During the ten days I spent in Cuba I ready see a lot of supply of food and drinks even though Cuba imports billions of dollars on food that is incapable to produce based on strategic mistakes of the inept and corrupt state bureaucracy in the economic sector, no only for US embargo...
The "suffering and distressed people of Cuba," according to the version of some in Miami who refuse to face the reality of the facts, step over a week carnival, dancing, enjoying 24 hours by hundred of thousands, despite high prices, in non-stop consuming food and beverages of all kinds in thousands of kiosks and shops in the city of Santiago de Cuba. It is remarkable the degree of health an low rate of violence in the population during the carnival due to my visit to emergency rooms and waiting hall at hospitals in the city that I found half empty, so passing in the halls of patients, somewhat curious, in Cuba during the carnival patients do not appear while phisician wait for them.
The number of smokers has fallen dramatically in the past fifteen years, most Cuban no less than forty years are not smokers in any time of his life, in part by the goverment policy of taxes, and active work of public health prevention at the level of school, community, policlinal, hospital and primary phisicians.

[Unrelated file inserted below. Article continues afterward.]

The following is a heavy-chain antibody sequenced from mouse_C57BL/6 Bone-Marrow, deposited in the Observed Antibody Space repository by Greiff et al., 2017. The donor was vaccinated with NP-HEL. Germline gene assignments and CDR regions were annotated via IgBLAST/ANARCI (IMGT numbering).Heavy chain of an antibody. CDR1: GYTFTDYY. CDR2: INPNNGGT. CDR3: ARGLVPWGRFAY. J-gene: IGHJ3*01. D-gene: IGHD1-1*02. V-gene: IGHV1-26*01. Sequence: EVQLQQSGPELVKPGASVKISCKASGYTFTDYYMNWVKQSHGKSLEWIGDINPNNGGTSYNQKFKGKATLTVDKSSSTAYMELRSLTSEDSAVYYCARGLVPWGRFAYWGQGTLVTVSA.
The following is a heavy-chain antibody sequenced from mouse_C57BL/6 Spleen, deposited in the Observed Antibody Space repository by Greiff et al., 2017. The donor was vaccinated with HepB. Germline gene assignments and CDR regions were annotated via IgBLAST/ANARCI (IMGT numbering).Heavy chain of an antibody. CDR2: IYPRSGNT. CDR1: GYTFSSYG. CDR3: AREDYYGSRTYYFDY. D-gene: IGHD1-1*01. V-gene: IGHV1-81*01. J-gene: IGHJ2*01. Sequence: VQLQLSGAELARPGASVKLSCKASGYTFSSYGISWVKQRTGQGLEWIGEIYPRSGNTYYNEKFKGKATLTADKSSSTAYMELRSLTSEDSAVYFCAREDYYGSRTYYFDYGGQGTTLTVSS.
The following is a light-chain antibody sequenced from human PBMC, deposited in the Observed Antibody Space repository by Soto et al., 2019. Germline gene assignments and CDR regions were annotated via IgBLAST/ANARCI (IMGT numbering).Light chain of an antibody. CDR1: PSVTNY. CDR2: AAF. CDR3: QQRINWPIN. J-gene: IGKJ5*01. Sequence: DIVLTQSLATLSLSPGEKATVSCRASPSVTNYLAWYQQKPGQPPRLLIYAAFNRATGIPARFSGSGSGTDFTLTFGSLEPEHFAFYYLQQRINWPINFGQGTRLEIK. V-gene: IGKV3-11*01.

People is living in Cuba very happy, in a very relaxed family and educated and cultural urban enviroment, without tensions,(The life is so slow...) most of the seniors, even very old, are strong and without sign of dementia in his behavior and have clear speech, although, to the housing crisis requires that families have to live together in the same dwelling launching them, mostly, to the emigration to Europe or United States, but, anyway, under the rate of CentroAmerica or Mexico, Cuba have one of the lower rates of emigration in Latinamerica despite the propaganda in the international media. (Ref: United Nation demography tables about emigration)

One factor in the emigration of young people is the high level and score education reached by the productive forces and the failure of government and state to give a thorough job this workforce a task that matched with this potential then they so many sees the state bureaucracy as an obstacle to their aspirations and high goals, the other issue is the embargo and propaganda that America is a kind of paradise on earth, it makes even wealthy families in Cuba to migrate anyway attracted by the siren song of a luxuri consumer society.